The House of Commons Health Committee’s report, “Commissioning 2011” points out that the proposed changes are to be implemented at the same time as annual efficiency savings of 4% over four years. The report says,“The scale of changes is without precedent in NHS history; and there is no known example of such a feat being achieved by any other healthcare system in the world. ”To pull off either of these challenges would therefore be breathtaking; to believe that you could manage both of them at once is deluded. Since its establishment in July, 1948, the aim of the NHS has been to offer a comprehensive service to improve health and prevent illness. Health care for all, for free, has been the common ethos and philosophy throughout the NHS. On July 3, 1948, in an editorial entitled “Our Service”, The Lancet commented: “Now that everyone is entitled to full medical care, the doctor can provide that care without thinking of his own profit or his patient’s loss, and can allocate his efforts more according to medical priority. The money barrier has of course protected him against people who do not really require help, but it has also separated him from people who really do.”

Now, GPs will return to the market place and will decide what care they can afford to provide for their patients, and who will be the provider. The emphasis will move from clinical need (GPs’ forte) back to cost (not what GPs were trained to evaluate). The ethos will become that of the individual providers, and will differ accordingly throughout England, replacing the philosophy of a genuinely national health service.  As it stands, the UK Government’s new Bill spells the end of the NHS.

Moving to consortiums will incur the costs of transition in addition to their recurring costs. On the basis of past National Audit Office data, the government has put the cost of the NHS reorganisation at £2-3bn. The white paper’s key financial pledge was to reduce the NHS’s management costs by more than 45%. GP consortiums would replace primary care trusts, which have administrative costs of over a billion pounds a year (for a population of 51 million) The potential consortiums have learnt that their running costs will be capped at between £25 and £35 per head of population which equals around 1.5billion a year (based on a £30 cap). So where’s the saving?

The government’s recent “bonfire of the quangos” provides an instructive example of how a rush job doesn’t necessarily guarantee the best outcome. Earlier this month, the parliamentary select committee on public administration criticised the axing of 192 public bodies and the merging of 118 more as poorly managed. It also said that the government’s NHS plans would not deliver significant cost savings or better accountability—two of the government’s key aims. The committee’s chairman said that,“The whole process was rushed and poorly handled and should have been thought through a lot more.”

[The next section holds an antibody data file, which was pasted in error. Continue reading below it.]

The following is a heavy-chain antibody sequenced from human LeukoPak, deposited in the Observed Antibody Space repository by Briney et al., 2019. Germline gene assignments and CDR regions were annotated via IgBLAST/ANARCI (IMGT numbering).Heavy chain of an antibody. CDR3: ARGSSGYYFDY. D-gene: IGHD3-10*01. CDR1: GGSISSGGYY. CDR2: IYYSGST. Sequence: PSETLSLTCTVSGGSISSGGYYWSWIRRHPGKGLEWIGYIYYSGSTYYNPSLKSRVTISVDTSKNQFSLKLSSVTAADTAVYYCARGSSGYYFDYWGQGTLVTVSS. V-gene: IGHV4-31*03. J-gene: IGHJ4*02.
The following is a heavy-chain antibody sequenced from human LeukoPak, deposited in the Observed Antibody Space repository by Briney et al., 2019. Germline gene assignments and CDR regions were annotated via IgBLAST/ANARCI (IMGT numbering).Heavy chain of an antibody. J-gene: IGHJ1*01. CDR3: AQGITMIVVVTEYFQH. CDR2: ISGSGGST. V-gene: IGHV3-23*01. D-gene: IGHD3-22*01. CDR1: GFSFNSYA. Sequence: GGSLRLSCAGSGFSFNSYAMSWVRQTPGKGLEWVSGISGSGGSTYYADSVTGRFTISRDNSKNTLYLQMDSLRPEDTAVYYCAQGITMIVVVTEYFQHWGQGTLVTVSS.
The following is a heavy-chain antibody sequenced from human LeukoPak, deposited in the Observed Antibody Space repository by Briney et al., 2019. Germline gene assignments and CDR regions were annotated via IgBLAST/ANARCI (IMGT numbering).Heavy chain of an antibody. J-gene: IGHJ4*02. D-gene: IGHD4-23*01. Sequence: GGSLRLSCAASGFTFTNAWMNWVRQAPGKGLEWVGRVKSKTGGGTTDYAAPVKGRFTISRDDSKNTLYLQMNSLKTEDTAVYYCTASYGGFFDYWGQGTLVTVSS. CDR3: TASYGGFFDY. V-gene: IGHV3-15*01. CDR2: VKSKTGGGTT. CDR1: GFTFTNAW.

Rationalising a few hundred arm’s length bodies hardly compares with turning the NHS upside down, yet the proposed timescale for the health reforms is dizzying. The bill promises that all general practices will be part of consortiums by April 2012, yet it took six years for 56% of general practices to become fundholders after the introduction of the internal market.

The health secretary has made much of these changes being evolutionary rather than revolutionary. People “woefully overestimate the scale of the change,” he said. After all, practice based commissioning, choice of provider, an NHS price list, and foundation trusts already exist. But a week later came the revelation that hospitals would be allowed to undercut the NHS tariff to increase their business. Health economists queued up to say what a terrible idea this was, citing evidence that it would lead to a race to the bottom on price, which would threaten quality. Taken with the opening up of NHS contracts to European competition law, it was the last piece of evidence needed to convince critics that the government was unleashing a storm of creative destruction onto the NHS, with the imperative: compete or die.

Regardless of the true motivation behind the governments plans, such radical reorganisations always adversely affect service performance. They are a huge distraction from the real mission of the NHS, “to deliver and improve the quality of healthcare” that can absorb a massive amount of managerial and clinical time.